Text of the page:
The Vatican has struggled to portray itself as an honest banker since allegations linking it to money laundering, Freemasons and the Mafia emerged in the 1980’s due to the banker Roberto Calvi. Calvi, known as “God’s banker’’, was found hanged under London’s Blackfriars Bridge after the collapse of his Banco Ambrosiano.
Money laundering is the cleaning of money. In other words, the disguising of its origins so it cannot be traced back to criminal activity. It can vary from straightforward disguising of criminal proceeds right through to in-depth, complex arrangements involving a string of companies and banking facilities in various countries. Prosecutors investigate either self-laundering – where a person launders the proceeds of their own criminality – or cases where a person launders money on behalf of another person. Under the Proceeds of Crime Act 2002 (POCA), there are three offences of money laundering, punishable by up to 14 years’ imprisonment. Section 327 of POCA makes it an offence to conceal, disguise, convert or transfer criminal property or remove it from the jurisdiction. This is the section with most relevance for prosecutors in self-laundering cases. S.328 makes it an offence to enter into (or become concerned in an arrangement to) facilitate the acquisition, retention, use or control of property by or on behalf of another person, knowing or suspecting that the property is criminal property. Under S.329, it is an offence to acquire, use or have possession of criminal property.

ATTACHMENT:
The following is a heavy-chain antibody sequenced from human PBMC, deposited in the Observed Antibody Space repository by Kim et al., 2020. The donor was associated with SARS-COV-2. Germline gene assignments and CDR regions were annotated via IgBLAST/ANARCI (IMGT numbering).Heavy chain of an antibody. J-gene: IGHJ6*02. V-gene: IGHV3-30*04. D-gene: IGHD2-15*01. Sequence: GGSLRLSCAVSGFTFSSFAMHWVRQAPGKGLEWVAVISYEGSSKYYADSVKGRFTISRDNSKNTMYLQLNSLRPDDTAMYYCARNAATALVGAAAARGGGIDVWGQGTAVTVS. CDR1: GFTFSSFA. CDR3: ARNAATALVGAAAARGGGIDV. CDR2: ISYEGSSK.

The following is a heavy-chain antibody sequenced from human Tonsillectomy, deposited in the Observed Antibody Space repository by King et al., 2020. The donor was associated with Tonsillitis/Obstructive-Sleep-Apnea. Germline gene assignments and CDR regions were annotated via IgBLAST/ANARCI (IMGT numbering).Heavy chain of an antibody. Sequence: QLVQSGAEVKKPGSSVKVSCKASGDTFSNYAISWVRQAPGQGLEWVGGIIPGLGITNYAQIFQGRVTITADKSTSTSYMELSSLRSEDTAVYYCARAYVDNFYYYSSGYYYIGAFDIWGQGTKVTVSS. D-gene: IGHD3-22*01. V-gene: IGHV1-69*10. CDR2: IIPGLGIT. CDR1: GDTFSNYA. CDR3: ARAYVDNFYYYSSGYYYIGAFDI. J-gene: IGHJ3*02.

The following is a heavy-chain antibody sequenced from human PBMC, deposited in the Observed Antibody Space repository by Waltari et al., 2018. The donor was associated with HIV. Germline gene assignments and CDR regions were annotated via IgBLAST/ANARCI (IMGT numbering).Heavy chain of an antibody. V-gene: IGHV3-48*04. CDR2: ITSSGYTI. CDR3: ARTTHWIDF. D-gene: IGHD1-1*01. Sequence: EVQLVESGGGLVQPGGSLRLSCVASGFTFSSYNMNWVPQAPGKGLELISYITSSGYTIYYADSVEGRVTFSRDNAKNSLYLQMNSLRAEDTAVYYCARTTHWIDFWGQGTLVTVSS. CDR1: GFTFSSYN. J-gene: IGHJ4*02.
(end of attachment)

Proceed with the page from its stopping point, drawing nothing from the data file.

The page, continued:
POCA provides exceptions to all three of the above charges, whereby the person concerned can make an “authorised disclosure’’ to the authorities regarding what they know about the possibly criminal origins of what has come into their possession. This is to give banks and other institutions the chance to alert the police or other investigators of their suspicions that a criminal is using them to launder the proceeds of crime. While such a facility allows banks to protect themselves from prosecution for laundering a criminal’s cash it also places a responsibility on them to flag up any suspicion that a person’s assets are derived from criminality. A failure to do so will lay them open to prosecution, with prosecutors then looking to build a case to prove that the alleged launderer knew or suspected that what they were handling were the proceeds of crime.